“Hi, I’m Faith Watters.”
Those are the first words I speak to the new Cuban guy in the front office. He grimaces. He’ll be a tough one. I can handle it, though. He’s not the first.
I can’t help but notice that he looks a lot like a model from the neck up—eyes the color of oak, strong bone structure. Everywhere else, he looks a lot like a criminal. Chiseled, scarred body … I wonder for a second about the meaning behind the tattoos scratched into his arms.
One thing’s clear. He’s dangerous.
And he’s beautiful.
“I’ll show you to your classes,” I announce.
I’m one of the peer helpers at our school. It’s not my favorite thing to do, but it counts as a class. Basically I spend the first two days with new students, introducing them around and answering their questions. Some parents with kids new to the school voluntarily sign their students up, but it’s only mandatory for the international students, of which we have a lot. Mostly Latinos.
This Cuban guy towers over me. I’m five six. Not tall. Not short. Just average. Average is good.
This guy’s not average. Not even a little bit. He must be over six feet.
I glance up at him, kind of like I do when I’m searching for the moon in a sea of darkness.
“Looks like you have math first. I’ll walk you there,” I offer.
“No thanks, chica. I can handle it.”
“It’s no problem,” I say, leading the way.
He tries to snatch his schedule from my hands, but I move too fast.
“Why don’t we start with your name?” I suggest.
I already know his name. Plus some. Diego Alvarez. Eighteen years old. Moved from Cuba two weeks ago. Only child. No previous school records. I read it in his bio. I want to hear him say it.
“You got some kinda control issues or somethin’?” he asks harshly, voice slightly accented.
“You got some kind of social issues or somethin’?” I fire back, holding my stance. I won’t let him intimidate me, though I’ll admit, he’s hot. Too bad he has a nasty attitude.
The side of his lip twitches. “No. I just don’t mix with your type,” he answers.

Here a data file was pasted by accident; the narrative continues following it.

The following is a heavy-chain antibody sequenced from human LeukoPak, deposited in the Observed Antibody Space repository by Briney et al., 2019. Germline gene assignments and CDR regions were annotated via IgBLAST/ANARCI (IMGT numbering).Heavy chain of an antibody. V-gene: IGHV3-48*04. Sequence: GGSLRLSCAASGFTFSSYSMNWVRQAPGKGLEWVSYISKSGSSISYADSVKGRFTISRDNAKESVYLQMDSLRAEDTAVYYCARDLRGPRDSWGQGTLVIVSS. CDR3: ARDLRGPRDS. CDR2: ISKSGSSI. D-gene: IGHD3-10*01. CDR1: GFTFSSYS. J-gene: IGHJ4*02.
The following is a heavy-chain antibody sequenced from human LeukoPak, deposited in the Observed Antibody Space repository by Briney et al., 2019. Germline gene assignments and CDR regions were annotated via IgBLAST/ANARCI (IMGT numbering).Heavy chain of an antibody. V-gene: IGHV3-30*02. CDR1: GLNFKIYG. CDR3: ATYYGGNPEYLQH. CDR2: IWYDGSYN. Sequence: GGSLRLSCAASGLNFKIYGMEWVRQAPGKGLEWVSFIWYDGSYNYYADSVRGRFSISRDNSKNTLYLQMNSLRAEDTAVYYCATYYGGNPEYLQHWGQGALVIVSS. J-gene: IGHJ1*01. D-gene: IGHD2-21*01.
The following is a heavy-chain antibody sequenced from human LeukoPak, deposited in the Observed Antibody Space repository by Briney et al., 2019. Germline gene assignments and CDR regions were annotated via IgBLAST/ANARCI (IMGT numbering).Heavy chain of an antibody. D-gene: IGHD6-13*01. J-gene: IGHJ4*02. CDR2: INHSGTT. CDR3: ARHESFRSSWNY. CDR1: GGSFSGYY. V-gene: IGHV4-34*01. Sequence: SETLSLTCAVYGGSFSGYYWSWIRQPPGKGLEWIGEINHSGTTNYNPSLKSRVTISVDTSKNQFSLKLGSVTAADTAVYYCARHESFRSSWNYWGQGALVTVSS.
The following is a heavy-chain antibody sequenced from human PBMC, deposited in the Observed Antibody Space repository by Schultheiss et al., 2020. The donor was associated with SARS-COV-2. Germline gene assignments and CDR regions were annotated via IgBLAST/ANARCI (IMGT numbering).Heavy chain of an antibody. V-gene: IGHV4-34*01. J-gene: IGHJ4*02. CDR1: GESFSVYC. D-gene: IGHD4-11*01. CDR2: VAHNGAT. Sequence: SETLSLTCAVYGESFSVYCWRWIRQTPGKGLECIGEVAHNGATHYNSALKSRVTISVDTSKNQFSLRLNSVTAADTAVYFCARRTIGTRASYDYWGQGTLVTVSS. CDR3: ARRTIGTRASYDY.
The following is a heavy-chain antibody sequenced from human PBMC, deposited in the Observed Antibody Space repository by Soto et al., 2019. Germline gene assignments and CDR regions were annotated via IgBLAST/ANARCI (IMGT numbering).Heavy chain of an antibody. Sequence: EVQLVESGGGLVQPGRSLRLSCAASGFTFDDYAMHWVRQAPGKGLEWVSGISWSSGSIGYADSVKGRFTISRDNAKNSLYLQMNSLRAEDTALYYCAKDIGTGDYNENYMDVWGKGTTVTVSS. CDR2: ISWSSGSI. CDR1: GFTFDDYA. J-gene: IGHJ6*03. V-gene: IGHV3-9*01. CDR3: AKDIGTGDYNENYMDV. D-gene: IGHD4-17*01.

“That’s what I said.”
“You don’t even know my type.” No one does. Well, except Melissa.
He chuckles humorlessly. “Sure I do. Head cheerleader? Date the football player? Daddy’s little girl who gets everything she wants?” He leans closer to whisper. “Probably a virgin.”
My cheeks burn hot. “I’m not a cheerleader,” I say through clamped teeth.
“Whatever,” he says. “Are you gonna give me my schedule or not?”
“Not,” I answer. “But you can feel free to follow me to your first class.”
He steps in front of me, intimately close. “Listen, chica, nobody tells me what to do.”
I shrug. “Fine, suit yourself. It’s your life. But if you want to attend this school, it’s mandatory for me to show you to your classes for two days.”
His eyes narrow. “Who says I want to attend this school?”
I take the last step toward him, closing the gap between us. When we were little, Melissa and I used to collect glass bottles. Whenever we accumulated twenty, we’d break them on the concrete. When the glass shattered, the slivered pieces made a breathtaking prism of light.
I cut myself on the glass by accident once. It was painful, but worth it. The beauty was worth it. It’s funny how the bottle was never as beautiful as when it was broken.